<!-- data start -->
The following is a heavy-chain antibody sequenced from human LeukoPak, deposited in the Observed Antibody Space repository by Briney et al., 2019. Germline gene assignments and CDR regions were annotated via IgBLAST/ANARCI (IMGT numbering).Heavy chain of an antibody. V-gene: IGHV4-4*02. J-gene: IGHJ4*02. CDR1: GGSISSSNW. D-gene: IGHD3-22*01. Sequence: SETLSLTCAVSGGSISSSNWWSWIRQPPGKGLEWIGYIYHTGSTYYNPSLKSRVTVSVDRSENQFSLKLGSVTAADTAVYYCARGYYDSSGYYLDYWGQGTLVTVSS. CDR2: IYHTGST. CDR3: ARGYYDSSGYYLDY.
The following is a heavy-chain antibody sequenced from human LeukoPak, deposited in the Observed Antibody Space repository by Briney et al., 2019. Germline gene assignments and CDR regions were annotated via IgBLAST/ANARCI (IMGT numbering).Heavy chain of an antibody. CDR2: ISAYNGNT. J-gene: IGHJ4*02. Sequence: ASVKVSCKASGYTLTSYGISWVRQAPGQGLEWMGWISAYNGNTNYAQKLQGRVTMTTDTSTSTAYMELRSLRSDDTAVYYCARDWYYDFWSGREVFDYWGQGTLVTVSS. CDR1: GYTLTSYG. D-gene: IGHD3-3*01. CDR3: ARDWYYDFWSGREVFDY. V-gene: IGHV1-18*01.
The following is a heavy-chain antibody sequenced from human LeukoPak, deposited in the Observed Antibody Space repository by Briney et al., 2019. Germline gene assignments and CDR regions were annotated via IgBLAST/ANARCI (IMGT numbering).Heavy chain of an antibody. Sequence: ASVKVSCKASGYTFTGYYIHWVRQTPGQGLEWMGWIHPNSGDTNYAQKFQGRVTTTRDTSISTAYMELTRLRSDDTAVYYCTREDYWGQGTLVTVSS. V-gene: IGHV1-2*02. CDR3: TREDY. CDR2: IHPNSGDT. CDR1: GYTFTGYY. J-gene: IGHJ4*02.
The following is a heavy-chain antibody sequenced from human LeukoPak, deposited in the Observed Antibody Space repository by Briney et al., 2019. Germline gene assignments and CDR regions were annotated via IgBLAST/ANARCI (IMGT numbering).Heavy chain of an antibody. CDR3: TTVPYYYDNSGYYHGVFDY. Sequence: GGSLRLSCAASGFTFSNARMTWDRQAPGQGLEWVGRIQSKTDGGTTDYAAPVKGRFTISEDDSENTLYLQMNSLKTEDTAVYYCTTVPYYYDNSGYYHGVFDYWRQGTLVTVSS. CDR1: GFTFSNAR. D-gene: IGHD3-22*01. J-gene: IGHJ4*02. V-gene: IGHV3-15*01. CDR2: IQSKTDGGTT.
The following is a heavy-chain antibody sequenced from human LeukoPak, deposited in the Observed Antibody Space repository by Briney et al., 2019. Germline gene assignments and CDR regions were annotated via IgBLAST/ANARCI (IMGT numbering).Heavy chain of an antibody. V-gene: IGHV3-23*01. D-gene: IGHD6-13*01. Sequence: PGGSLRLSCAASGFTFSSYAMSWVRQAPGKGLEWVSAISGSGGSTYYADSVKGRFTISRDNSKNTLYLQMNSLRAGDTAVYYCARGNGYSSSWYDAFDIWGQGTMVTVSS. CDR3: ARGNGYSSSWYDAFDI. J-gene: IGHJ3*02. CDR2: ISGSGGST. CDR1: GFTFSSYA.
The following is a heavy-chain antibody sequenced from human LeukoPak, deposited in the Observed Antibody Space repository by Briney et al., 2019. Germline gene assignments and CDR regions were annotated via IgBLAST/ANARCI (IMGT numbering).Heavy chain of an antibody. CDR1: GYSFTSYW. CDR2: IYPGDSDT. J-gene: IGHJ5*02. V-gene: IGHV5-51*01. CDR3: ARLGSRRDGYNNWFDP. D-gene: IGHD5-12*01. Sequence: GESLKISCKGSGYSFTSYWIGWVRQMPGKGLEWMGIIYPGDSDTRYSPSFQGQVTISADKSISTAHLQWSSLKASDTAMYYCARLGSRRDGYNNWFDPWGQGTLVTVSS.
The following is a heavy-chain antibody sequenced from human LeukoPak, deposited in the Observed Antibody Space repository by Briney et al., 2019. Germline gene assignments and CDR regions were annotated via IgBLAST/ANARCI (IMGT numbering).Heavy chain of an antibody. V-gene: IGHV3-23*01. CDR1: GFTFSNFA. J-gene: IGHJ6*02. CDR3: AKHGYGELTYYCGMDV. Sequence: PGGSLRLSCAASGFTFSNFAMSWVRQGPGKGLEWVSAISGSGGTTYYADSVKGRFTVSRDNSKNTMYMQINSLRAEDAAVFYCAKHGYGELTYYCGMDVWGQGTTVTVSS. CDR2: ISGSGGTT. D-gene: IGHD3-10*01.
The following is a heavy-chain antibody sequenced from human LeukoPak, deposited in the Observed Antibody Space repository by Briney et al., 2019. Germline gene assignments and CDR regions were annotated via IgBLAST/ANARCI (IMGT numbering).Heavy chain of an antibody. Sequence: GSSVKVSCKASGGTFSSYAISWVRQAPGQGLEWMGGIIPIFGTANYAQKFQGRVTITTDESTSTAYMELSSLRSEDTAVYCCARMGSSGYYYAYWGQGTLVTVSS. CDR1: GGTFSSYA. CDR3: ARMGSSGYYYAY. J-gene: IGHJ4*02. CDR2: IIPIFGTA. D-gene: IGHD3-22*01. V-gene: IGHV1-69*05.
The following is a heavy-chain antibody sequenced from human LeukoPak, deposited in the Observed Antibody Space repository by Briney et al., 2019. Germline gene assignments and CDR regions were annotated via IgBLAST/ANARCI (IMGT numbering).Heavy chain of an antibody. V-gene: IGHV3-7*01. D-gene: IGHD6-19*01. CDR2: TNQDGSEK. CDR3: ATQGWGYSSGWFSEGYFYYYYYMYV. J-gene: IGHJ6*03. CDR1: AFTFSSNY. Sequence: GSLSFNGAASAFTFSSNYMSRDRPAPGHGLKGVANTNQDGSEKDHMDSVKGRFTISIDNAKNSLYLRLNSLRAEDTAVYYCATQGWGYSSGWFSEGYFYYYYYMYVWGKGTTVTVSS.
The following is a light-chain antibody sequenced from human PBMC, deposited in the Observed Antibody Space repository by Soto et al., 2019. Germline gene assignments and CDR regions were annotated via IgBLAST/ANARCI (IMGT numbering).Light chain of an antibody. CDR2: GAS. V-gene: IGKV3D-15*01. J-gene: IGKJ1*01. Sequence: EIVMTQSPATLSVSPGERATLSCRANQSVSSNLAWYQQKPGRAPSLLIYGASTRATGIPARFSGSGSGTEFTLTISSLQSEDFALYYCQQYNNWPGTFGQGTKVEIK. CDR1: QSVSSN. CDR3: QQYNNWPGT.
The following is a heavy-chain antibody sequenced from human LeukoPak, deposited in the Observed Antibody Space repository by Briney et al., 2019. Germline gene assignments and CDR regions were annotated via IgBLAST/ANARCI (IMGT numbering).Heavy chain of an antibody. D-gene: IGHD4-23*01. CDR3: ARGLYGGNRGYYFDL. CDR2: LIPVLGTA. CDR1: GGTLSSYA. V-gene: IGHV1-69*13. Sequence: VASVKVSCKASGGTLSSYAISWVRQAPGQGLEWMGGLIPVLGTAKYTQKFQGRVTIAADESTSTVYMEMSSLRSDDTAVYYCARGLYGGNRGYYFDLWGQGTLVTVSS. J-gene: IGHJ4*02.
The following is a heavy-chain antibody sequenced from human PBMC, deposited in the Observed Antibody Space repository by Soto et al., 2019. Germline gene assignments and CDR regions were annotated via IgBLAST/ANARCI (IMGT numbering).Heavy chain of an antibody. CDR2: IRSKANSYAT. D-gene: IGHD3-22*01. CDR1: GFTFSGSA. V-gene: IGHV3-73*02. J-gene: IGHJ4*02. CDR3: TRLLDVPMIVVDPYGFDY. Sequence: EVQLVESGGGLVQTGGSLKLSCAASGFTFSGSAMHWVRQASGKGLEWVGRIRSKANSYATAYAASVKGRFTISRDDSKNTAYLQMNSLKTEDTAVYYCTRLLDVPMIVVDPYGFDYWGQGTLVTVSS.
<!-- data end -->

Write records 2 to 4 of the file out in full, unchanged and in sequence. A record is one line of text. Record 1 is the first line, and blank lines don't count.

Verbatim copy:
The following is a heavy-chain antibody sequenced from human LeukoPak, deposited in the Observed Antibody Space repository by Briney et al., 2019. Germline gene assignments and CDR regions were annotated via IgBLAST/ANARCI (IMGT numbering).Heavy chain of an antibody. CDR2: ISAYNGNT. J-gene: IGHJ4*02. Sequence: ASVKVSCKASGYTLTSYGISWVRQAPGQGLEWMGWISAYNGNTNYAQKLQGRVTMTTDTSTSTAYMELRSLRSDDTAVYYCARDWYYDFWSGREVFDYWGQGTLVTVSS. CDR1: GYTLTSYG. D-gene: IGHD3-3*01. CDR3: ARDWYYDFWSGREVFDY. V-gene: IGHV1-18*01.
The following is a heavy-chain antibody sequenced from human LeukoPak, deposited in the Observed Antibody Space repository by Briney et al., 2019. Germline gene assignments and CDR regions were annotated via IgBLAST/ANARCI (IMGT numbering).Heavy chain of an antibody. Sequence: ASVKVSCKASGYTFTGYYIHWVRQTPGQGLEWMGWIHPNSGDTNYAQKFQGRVTTTRDTSISTAYMELTRLRSDDTAVYYCTREDYWGQGTLVTVSS. V-gene: IGHV1-2*02. CDR3: TREDY. CDR2: IHPNSGDT. CDR1: GYTFTGYY. J-gene: IGHJ4*02.
The following is a heavy-chain antibody sequenced from human LeukoPak, deposited in the Observed Antibody Space repository by Briney et al., 2019. Germline gene assignments and CDR regions were annotated via IgBLAST/ANARCI (IMGT numbering).Heavy chain of an antibody. CDR3: TTVPYYYDNSGYYHGVFDY. Sequence: GGSLRLSCAASGFTFSNARMTWDRQAPGQGLEWVGRIQSKTDGGTTDYAAPVKGRFTISEDDSENTLYLQMNSLKTEDTAVYYCTTVPYYYDNSGYYHGVFDYWRQGTLVTVSS. CDR1: GFTFSNAR. D-gene: IGHD3-22*01. J-gene: IGHJ4*02. V-gene: IGHV3-15*01. CDR2: IQSKTDGGTT.